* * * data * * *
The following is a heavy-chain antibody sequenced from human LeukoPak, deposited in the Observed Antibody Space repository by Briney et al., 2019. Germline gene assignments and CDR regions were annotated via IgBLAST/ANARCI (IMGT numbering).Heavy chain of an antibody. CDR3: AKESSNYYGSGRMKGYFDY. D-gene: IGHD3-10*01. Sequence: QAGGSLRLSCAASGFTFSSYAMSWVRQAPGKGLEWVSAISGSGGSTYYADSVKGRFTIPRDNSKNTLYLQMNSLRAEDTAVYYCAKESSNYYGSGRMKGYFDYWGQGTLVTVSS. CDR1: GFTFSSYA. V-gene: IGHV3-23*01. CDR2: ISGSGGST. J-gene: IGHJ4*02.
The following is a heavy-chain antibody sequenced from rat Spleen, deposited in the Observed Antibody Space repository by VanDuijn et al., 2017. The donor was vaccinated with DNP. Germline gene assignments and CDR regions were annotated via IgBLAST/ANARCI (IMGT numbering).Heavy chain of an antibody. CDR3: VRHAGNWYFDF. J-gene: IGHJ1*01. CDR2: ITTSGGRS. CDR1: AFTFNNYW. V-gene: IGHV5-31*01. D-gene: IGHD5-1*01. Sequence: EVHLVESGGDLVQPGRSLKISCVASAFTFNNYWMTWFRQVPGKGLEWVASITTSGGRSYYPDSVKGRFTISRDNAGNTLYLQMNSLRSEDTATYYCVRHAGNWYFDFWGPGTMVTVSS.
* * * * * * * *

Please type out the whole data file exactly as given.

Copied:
The following is a heavy-chain antibody sequenced from human LeukoPak, deposited in the Observed Antibody Space repository by Briney et al., 2019. Germline gene assignments and CDR regions were annotated via IgBLAST/ANARCI (IMGT numbering).Heavy chain of an antibody. CDR3: AKESSNYYGSGRMKGYFDY. D-gene: IGHD3-10*01. Sequence: QAGGSLRLSCAASGFTFSSYAMSWVRQAPGKGLEWVSAISGSGGSTYYADSVKGRFTIPRDNSKNTLYLQMNSLRAEDTAVYYCAKESSNYYGSGRMKGYFDYWGQGTLVTVSS. CDR1: GFTFSSYA. V-gene: IGHV3-23*01. CDR2: ISGSGGST. J-gene: IGHJ4*02.
The following is a heavy-chain antibody sequenced from rat Spleen, deposited in the Observed Antibody Space repository by VanDuijn et al., 2017. The donor was vaccinated with DNP. Germline gene assignments and CDR regions were annotated via IgBLAST/ANARCI (IMGT numbering).Heavy chain of an antibody. CDR3: VRHAGNWYFDF. J-gene: IGHJ1*01. CDR2: ITTSGGRS. CDR1: AFTFNNYW. V-gene: IGHV5-31*01. D-gene: IGHD5-1*01. Sequence: EVHLVESGGDLVQPGRSLKISCVASAFTFNNYWMTWFRQVPGKGLEWVASITTSGGRSYYPDSVKGRFTISRDNAGNTLYLQMNSLRSEDTATYYCVRHAGNWYFDFWGPGTMVTVSS.